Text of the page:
City releases first-ever inventory of Boston's income-restricted housing
Mayor Martin J. Walsh today released the first ever inventory of Boston's affordable housing which documents and analyzes the type and location of the 54,247 units of income-restricted housing in the city. The comprehensive inventory, Income-Restricted Housing in Boston, issued by the Department of Neighborhood Development (DND), was released with a database of nearly 1,300 projects that show one in five housing units in Boston is income restricted. The neighborhoods with the highest percentages of income-restricted housing stock are the South End/Lower Roxbury with 48 percent, Roxbury with 45 percent, and Charlestown and Jamaica Plain with 25 percent each.
"Creating more affordable housing and preserving Boston's more than 54,000 income-restricted units are top priorities for my administration, and are a driving force behind our housing goals," said Mayor Walsh. "This report helps us understand how many income-restricted units there are, where they are, and to whom they are affordable, all important information as we work to increase affordable housing opportunities in our neighborhoods."
Analysis of the 54,247 income-restricted housing units shows that 66 percent of them are restricted to households earning less than 50 percent of Area Median Income (AMI), or $43,150 for a two-person household. Of those units, 20,746 units or 38 percent are restricted for households making between 31-50 percent of AMI, which ranges from $25,900 to $43,000 for a two-person household. Many of those households may also be utilizing a mobile voucher, or a tenant-based voucher.
"This report documents the hard work done by housing advocates and members of the community over decades, much of it in partnership with the City of Boston," said Vanessa Calderón-Rosado, CEO of Inquilinos Boricuas En Acción and co-chair of the Mayor's Housing Task Force. "We're proud that 48 percent of all the housing in the South End and Lower Roxbury is income-restricted, and are committed to maintaining and increasing that percentage. The positive effects that living in income-restricted housing has had on generations of Bostonians is real and long-lasting, and must be available in the future."
Income-Restricted Housing in Boston is the result of DND's collection and curation of data on all income-restricted units as part of an effort to better monitor how much affordable housing exists in the city, and where it is located. The report is also a response to goals outlined in Mayor Walsh's Housing a Changing City: Boston 2030 plan. The inventory includes data from Boston Housing Authority (BHA) public housing, privately-owned housing built with DND funding and/or on City-owned land, and privately-owned housing built without any City subsidy, for example, created using Low-Income Housing Tax Credits or as part of the Inclusionary Development Policy (IDP), including units built with funds from cash in lieu payments to the Inclusionary Development Fund.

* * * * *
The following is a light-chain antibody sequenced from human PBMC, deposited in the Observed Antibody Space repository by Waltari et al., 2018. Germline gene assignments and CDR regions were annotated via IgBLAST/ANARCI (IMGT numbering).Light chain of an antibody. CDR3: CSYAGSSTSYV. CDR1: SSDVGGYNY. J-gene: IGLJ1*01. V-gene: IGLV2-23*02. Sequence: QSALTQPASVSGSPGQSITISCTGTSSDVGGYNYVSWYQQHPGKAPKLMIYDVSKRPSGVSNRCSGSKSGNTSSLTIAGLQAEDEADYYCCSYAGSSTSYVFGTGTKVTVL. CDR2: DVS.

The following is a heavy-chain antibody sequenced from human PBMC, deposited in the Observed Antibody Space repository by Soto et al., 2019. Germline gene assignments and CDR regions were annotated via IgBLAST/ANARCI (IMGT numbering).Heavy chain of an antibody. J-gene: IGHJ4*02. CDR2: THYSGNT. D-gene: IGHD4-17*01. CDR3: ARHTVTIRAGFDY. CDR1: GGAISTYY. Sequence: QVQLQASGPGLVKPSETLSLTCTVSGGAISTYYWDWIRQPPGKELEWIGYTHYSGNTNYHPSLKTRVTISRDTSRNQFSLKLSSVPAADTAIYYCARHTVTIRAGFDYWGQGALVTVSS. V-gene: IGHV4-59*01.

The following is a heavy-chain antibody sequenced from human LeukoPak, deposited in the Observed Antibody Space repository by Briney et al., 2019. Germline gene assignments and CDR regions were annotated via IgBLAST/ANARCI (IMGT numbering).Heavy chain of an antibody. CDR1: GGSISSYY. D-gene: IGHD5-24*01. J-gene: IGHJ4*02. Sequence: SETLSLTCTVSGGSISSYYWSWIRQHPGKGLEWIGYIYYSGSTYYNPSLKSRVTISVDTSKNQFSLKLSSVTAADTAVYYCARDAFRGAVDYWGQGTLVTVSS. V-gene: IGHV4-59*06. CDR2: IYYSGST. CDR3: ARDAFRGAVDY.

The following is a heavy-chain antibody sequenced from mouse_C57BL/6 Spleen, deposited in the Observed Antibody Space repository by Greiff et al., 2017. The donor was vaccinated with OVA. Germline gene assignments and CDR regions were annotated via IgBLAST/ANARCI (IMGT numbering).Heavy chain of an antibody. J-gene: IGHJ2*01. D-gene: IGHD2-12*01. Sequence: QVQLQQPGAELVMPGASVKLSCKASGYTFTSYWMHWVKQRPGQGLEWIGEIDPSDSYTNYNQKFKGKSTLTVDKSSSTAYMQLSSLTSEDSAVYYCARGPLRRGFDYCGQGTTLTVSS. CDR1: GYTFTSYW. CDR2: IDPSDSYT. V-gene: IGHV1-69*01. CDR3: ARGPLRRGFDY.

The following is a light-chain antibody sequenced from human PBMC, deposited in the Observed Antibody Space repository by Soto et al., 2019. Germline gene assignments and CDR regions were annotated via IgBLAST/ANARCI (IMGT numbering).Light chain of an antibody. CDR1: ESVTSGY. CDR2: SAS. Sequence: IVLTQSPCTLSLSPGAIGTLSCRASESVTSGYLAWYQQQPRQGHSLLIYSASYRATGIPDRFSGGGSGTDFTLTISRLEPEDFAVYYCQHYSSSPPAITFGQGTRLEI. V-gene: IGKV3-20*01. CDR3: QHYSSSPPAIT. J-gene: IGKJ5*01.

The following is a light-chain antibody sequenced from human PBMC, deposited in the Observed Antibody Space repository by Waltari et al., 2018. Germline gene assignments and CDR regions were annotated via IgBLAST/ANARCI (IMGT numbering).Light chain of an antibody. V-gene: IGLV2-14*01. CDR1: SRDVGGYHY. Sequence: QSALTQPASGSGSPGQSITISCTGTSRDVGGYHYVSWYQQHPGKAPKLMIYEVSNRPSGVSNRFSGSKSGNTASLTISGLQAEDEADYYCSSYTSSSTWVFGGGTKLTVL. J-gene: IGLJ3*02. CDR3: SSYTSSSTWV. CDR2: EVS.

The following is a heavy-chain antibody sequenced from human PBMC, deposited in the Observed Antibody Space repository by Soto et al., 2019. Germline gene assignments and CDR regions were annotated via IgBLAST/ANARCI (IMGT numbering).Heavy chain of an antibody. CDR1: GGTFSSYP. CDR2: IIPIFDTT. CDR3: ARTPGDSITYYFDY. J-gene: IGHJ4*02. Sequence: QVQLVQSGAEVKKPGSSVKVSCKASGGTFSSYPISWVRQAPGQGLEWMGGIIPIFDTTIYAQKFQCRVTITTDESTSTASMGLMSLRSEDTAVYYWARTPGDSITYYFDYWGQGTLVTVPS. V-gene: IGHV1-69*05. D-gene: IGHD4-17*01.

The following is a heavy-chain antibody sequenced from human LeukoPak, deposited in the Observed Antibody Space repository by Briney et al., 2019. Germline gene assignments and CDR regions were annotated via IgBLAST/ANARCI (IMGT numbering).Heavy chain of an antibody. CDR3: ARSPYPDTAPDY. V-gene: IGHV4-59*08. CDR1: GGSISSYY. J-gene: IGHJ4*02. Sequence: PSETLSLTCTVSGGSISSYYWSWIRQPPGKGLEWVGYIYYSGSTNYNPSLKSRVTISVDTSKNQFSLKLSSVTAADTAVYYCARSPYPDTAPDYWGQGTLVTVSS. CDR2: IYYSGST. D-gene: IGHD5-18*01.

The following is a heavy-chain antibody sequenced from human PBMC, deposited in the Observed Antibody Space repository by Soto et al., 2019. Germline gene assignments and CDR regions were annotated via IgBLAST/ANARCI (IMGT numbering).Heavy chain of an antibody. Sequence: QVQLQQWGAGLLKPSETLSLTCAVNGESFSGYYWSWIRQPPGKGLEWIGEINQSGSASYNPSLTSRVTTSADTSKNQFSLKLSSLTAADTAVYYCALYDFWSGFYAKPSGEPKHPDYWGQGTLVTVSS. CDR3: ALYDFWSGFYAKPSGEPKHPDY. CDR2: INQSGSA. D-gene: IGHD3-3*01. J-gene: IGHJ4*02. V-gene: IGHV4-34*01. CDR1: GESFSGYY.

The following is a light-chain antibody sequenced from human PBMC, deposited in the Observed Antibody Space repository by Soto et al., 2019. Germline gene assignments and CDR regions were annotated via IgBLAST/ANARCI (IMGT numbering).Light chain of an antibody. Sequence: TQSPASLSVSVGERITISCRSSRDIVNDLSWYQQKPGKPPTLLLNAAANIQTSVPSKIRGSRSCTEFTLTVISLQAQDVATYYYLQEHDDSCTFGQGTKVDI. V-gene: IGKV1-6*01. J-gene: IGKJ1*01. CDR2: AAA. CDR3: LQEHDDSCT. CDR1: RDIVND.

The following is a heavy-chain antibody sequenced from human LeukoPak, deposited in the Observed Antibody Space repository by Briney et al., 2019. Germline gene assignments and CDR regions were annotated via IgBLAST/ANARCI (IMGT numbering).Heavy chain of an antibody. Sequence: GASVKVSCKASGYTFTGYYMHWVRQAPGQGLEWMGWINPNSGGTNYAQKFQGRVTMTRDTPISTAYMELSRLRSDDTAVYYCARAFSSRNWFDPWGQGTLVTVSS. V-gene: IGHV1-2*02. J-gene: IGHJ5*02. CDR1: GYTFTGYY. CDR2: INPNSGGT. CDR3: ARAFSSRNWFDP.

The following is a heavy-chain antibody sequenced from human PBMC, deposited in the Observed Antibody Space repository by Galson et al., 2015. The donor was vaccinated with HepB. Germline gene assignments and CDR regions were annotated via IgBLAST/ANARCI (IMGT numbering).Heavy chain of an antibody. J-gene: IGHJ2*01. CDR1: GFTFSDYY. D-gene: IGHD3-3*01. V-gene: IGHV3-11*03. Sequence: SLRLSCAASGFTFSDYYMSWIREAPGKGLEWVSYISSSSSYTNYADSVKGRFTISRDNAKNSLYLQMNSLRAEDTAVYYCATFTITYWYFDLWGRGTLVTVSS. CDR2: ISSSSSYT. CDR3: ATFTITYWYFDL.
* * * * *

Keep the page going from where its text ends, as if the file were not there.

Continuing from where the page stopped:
"Boston shines on the world stage because of its people, all of whom proudly call our great City home for different reasons, adding new layers to its fabric," said Kimberly Sherman Stamler, President of Related Beal. "We look to replicate that fabric in our own buildings, creating mixed-income neighborhoods that appeal to long-standing residents and families seeking choice in housing. This report demonstrates the Walsh Administration's collaborative and forward way of thinking, offering transparent roadmaps and clear targets that help identify opportunities for developers and residents alike. We look forward to continuing to work with the City to create housing opportunities in the years ahead."
Mayor Walsh recently increased the City's overall housing targets from 53,000 to 69,000 new units by 2030, including 15,820 income-restricted units, to meet Boston's population growth. These income-restricted units will include purchasing 1,000 rental housing units from the speculative market and income-restricting them through an expanded Acquisition Opportunity Program. In addition, the City will soon announce awardees of an affordable housing funding round that includes more than $16 million in city affordable housing funds, and the first large scale awards of Community Preservation Act (CPA) funding for affordable housing development projects. The RFP for this $16 million in funding was announced in September.
As the City continues to make strides towards creating more affordable housing, it is also working with regional partners to ensure affordable housing is a reality throughout the region through the Metro Mayor's Regional Housing Task Force, and its execution of a recently-released regional housing production goal of creating 185,000 new units of housing across the region by the year 2030.
For more information on the City's work to create more housing, please visit: Housing A Changing City: Boston 2030.